A Short Interval at the Railway Station
- Event, Metaphor, Memory: Chauri Chaura 1922-92 by Shahid Amin
California, 270 pp, £32.00, October 1995, ISBN 0 520 08779 8
Towards the beginning of Event, Metaphor, Memory, Shahid Amin observes: ‘Indian schoolboys know of Chauri Chaura as that alliterative place name which flits through their history books.’ This is true: Chauri Chaura, we were taught, was where, on 4 February 1922, peasant volunteers who had enlisted for Gandhi’s newly launched non-co-operation movement turned violent and burned down a police station with 23 policeman trapped inside it; and Gandhi called a temporary halt to his nationwide movement. It was an early moment of disgrace in a still unfolding nationalist history; and Gandhi had to condemn it quickly in order to prove the moral superiority of the movement he had initiated. Ironically, it was a moment that would have positive repercussions in the long term because, in condemning what had happened as an aberration, Gandhi demonstrated to his opponents and supporters that his movement was essentially political, not militant.
What Chauri Chaura actually was wasn’t altogether clear to us schoolchildren; for one thing, the words were used to refer to a place and to the event which had occurred in it; the words had already become, to us, something of the metaphor spoken of in the title of Amin’s book. The almost rhyming name was easy to remember, and the phonetic proximity of the name to the Hindi ‘chor’, or ‘thief’, gave it, appositely, a slightly illicit, transgressive air.
Among the many concerns of Amin’s book, the modes and nuances of representation might be said to be central – the way events and memories are given meanings and emphases by becoming inseparable from certain ways of telling. Amin first investigates written records – principally, the evidence left by Mir Shikari, a rebel who later confessed and became the mainstay of the prosecution’s case. The book then goes on to examine the ways in which such records have been appropriated by different, sometimes conflicting, histories – the colonial, on the one hand, and the nationalist, on the other. Amin’s interviews with survivors and village members are conducted in such a way as to construct an alternative picture of the event and its key players. His aim, it appears, is not so much to write an exculpatory reassessment of the event, or even to arrive at the ‘truth’ about it, but to examine the ways in which it was transformed into a ‘metaphor’ in mainstream historical accounts; how these accounts are limited by their representational procedures and ideological assumptions; and to enrich and complicate our understanding of the event by using oral evidence to qualify the canonical histories. My only complaint against this theoretically rigorous yet accessible study is that we are not given a full, or detailed, sense of the mainstream historians, their work and their argument. Thus, the colonial and nationalist histories are liable to remain abstractions that the text uses to construct and advance its own narrative, but seldom addresses directly.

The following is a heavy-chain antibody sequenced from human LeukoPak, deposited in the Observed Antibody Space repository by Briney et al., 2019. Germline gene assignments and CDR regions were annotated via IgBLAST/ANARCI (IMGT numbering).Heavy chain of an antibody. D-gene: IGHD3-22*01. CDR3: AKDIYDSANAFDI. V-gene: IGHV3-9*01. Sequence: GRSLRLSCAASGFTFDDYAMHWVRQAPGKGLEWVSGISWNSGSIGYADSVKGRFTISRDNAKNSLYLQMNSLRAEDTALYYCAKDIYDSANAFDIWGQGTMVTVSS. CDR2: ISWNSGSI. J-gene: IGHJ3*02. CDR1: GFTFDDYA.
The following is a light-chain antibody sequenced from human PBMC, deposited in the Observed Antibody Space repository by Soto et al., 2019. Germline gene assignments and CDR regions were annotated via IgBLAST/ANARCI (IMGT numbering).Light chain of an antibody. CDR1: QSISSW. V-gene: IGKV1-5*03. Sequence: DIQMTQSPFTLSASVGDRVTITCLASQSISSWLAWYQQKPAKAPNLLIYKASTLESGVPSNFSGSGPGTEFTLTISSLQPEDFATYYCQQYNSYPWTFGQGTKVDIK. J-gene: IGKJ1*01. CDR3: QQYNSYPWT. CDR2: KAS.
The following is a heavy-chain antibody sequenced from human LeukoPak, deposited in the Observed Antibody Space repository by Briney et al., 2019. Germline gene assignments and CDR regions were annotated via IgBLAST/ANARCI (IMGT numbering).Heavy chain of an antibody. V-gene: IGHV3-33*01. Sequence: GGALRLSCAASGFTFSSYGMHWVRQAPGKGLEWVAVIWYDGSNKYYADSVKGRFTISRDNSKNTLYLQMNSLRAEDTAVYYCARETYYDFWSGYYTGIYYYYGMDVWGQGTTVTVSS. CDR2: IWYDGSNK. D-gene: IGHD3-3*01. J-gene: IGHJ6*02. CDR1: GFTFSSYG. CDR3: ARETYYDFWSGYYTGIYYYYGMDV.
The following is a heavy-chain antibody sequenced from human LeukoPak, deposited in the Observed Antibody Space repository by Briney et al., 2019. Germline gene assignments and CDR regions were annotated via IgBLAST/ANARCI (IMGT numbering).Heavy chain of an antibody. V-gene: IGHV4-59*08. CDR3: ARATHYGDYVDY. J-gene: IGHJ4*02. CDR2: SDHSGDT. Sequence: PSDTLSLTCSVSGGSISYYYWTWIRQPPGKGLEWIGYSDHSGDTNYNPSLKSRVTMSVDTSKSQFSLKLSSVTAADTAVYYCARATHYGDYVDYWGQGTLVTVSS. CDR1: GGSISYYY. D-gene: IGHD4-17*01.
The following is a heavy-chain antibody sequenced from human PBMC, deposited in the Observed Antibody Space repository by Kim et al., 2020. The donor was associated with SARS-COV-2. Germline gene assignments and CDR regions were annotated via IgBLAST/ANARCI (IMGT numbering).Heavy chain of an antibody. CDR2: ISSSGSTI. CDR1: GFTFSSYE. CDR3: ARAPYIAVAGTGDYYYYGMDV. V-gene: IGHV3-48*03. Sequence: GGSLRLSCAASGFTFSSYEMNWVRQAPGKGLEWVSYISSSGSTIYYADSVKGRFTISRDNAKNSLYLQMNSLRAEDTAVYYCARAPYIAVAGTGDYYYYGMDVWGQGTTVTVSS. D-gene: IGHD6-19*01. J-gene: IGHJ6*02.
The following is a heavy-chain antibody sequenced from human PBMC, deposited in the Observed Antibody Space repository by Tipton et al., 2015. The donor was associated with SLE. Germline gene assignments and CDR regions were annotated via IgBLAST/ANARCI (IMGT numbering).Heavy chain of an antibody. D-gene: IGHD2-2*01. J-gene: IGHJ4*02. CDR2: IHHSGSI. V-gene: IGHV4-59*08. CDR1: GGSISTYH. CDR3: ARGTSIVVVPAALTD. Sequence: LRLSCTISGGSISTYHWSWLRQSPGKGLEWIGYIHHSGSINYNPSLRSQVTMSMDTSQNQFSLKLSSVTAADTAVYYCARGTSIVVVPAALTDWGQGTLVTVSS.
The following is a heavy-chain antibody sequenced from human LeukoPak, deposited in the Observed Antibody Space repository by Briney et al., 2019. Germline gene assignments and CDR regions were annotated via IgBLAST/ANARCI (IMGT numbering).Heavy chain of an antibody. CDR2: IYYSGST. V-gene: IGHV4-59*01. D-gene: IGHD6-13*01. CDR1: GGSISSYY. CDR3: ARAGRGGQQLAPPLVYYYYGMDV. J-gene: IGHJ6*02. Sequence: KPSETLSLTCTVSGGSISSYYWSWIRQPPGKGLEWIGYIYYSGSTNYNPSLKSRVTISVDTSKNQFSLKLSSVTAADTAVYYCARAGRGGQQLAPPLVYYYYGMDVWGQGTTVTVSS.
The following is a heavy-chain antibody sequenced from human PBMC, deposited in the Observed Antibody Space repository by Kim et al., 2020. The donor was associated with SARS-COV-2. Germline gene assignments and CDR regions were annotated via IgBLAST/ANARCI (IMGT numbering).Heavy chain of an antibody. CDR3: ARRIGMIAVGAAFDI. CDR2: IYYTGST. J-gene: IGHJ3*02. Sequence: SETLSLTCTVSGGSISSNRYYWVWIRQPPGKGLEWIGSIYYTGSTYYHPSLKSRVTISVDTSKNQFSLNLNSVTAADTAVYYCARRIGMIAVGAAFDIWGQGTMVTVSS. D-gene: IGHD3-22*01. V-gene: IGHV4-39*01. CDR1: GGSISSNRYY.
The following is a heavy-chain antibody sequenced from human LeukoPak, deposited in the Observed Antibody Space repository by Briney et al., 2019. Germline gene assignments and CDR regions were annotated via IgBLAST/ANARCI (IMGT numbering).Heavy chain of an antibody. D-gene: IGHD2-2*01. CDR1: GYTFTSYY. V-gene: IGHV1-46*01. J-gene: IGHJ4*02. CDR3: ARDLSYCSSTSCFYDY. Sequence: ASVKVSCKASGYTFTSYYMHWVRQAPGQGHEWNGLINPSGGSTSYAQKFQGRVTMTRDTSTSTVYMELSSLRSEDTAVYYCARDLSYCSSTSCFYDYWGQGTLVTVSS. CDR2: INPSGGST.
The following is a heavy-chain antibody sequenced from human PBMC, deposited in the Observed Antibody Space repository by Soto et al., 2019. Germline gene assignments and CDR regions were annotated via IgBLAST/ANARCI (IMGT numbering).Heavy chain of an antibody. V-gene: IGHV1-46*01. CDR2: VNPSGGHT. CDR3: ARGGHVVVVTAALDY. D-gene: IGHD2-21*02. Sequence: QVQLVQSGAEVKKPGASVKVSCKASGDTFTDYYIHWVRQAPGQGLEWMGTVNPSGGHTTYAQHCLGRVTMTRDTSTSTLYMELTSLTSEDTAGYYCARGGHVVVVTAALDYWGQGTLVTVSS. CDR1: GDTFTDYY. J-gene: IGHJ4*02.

A substantial part of the beginning of the book is devoted to uncovering what the nonsensical-sounding place name, Chauri Chaura, really means, enabling it to shed its negative resonance by allowing it the physical contours of a real place and culture. As Amin tells us, the name, like so many other things at that time, owed its existence to the cultural and economic intermingling peculiar to a landscape transformed by colonialism. In this case, penetration by the railways was the crucial factor: ‘it was the decision of a traffic manager to name the wayside rail station after two adjacent villages, Chaura and Chauri, which created this new site in January 1885.’ Moreover, ‘Chauri Chaura was just a railway station; no such place existed outside the platform and the malgodam ... It was to Chaura police station that the peasants marched on the afternoon of 4 February 1922; it was the Chaura thana which was burnt that evening. As reinforcements and punitive expeditions arrived at the rail station, and as the riot gained a certain notoriety in nationalist and official writings, the name Chauri Chaura came to acquire a substantive presence.’
Amin, rightly, devotes as much energy to reconstructing the life of the community (to which both the Gandhian volunteers and the representatives of the British Government – the chowkidars, the daroga, the policemen – belonged) as he does to the event itself. Chapter 3, subtitled ‘Chauri Chaura – Dumri – Mundera’, provides us with a meticulously detailed and, with hindsight, poignant account of the economy and trade of the four neighbouring villages which experienced the calamitous moment of insurgency. Part of the trade seems to have been coterminous with colonialism itself; as Amin says, ‘it was the railways that made Chauri village a bazaar.’ The introduction of colonial technology into local conditions seems to have been mirrored, characteristically, by certain technical terms being received into the local language and taking on, in their corrupted form, a renewed psychological life: